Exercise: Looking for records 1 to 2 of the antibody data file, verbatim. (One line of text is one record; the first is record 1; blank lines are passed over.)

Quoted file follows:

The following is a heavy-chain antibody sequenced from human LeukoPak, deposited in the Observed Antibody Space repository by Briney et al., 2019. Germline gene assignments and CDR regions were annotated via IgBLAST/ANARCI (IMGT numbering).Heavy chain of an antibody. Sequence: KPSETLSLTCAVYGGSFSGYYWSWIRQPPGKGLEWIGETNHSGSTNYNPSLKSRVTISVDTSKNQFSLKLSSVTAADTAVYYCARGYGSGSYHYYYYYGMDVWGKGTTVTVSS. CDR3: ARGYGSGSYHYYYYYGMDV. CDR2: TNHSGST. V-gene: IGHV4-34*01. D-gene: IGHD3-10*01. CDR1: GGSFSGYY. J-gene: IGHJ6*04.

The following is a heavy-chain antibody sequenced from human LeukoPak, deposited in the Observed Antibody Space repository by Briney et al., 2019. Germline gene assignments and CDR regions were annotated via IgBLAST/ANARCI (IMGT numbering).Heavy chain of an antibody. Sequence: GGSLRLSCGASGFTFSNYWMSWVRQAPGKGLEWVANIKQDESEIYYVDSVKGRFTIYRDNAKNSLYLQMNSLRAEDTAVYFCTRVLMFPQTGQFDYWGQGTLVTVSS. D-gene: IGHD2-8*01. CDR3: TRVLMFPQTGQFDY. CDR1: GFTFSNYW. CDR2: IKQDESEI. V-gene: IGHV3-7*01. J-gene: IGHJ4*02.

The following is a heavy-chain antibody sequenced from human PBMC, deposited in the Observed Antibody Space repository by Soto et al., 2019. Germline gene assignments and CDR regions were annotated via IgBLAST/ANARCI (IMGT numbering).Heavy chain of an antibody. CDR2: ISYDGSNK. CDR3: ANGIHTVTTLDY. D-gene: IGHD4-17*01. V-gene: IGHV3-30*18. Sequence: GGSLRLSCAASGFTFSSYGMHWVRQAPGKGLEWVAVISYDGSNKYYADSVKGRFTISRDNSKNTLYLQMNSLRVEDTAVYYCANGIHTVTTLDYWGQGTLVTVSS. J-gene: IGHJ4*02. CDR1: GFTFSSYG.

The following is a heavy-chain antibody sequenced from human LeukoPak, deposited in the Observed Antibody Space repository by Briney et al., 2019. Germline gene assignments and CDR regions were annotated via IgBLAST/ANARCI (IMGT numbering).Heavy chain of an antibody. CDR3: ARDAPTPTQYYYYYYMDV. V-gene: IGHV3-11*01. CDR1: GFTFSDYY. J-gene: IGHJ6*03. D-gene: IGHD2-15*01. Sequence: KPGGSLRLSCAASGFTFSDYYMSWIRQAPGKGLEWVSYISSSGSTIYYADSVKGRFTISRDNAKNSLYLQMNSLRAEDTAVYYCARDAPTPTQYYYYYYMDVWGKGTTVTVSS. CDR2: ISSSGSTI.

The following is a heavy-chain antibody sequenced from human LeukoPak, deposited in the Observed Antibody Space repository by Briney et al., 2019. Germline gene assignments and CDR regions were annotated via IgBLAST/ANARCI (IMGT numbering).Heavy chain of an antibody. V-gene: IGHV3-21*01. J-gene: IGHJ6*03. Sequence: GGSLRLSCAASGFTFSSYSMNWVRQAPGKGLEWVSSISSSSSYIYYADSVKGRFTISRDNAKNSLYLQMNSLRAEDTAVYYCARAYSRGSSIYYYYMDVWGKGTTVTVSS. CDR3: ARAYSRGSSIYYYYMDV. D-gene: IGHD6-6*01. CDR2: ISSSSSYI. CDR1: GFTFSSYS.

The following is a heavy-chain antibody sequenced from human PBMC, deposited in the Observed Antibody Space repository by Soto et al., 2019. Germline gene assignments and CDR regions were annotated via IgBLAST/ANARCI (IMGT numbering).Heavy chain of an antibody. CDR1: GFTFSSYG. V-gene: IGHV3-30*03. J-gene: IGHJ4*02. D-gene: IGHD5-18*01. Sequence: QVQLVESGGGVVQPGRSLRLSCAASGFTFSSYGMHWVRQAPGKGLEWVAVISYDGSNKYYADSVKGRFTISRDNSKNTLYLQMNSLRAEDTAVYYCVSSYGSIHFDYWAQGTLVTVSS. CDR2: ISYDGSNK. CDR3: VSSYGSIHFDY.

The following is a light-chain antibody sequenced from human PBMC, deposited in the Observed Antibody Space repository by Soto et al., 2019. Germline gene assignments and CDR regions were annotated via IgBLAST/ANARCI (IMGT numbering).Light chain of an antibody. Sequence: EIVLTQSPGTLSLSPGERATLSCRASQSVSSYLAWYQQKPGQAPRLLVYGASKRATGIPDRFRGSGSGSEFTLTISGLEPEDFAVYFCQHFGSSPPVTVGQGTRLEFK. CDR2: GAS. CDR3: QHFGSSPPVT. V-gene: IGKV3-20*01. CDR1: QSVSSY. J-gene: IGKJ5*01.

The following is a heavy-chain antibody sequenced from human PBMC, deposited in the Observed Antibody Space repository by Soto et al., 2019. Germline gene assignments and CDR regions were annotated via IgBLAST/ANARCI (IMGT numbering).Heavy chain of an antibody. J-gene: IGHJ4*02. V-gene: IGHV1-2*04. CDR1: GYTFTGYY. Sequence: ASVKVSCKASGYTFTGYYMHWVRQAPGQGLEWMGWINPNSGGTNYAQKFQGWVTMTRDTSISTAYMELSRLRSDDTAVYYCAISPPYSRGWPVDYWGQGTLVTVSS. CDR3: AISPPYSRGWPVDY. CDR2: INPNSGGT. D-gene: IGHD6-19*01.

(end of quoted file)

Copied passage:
The following is a heavy-chain antibody sequenced from human LeukoPak, deposited in the Observed Antibody Space repository by Briney et al., 2019. Germline gene assignments and CDR regions were annotated via IgBLAST/ANARCI (IMGT numbering).Heavy chain of an antibody. Sequence: KPSETLSLTCAVYGGSFSGYYWSWIRQPPGKGLEWIGETNHSGSTNYNPSLKSRVTISVDTSKNQFSLKLSSVTAADTAVYYCARGYGSGSYHYYYYYGMDVWGKGTTVTVSS. CDR3: ARGYGSGSYHYYYYYGMDV. CDR2: TNHSGST. V-gene: IGHV4-34*01. D-gene: IGHD3-10*01. CDR1: GGSFSGYY. J-gene: IGHJ6*04.

The following is a heavy-chain antibody sequenced from human LeukoPak, deposited in the Observed Antibody Space repository by Briney et al., 2019. Germline gene assignments and CDR regions were annotated via IgBLAST/ANARCI (IMGT numbering).Heavy chain of an antibody. Sequence: GGSLRLSCGASGFTFSNYWMSWVRQAPGKGLEWVANIKQDESEIYYVDSVKGRFTIYRDNAKNSLYLQMNSLRAEDTAVYFCTRVLMFPQTGQFDYWGQGTLVTVSS. D-gene: IGHD2-8*01. CDR3: TRVLMFPQTGQFDY. CDR1: GFTFSNYW. CDR2: IKQDESEI. V-gene: IGHV3-7*01. J-gene: IGHJ4*02.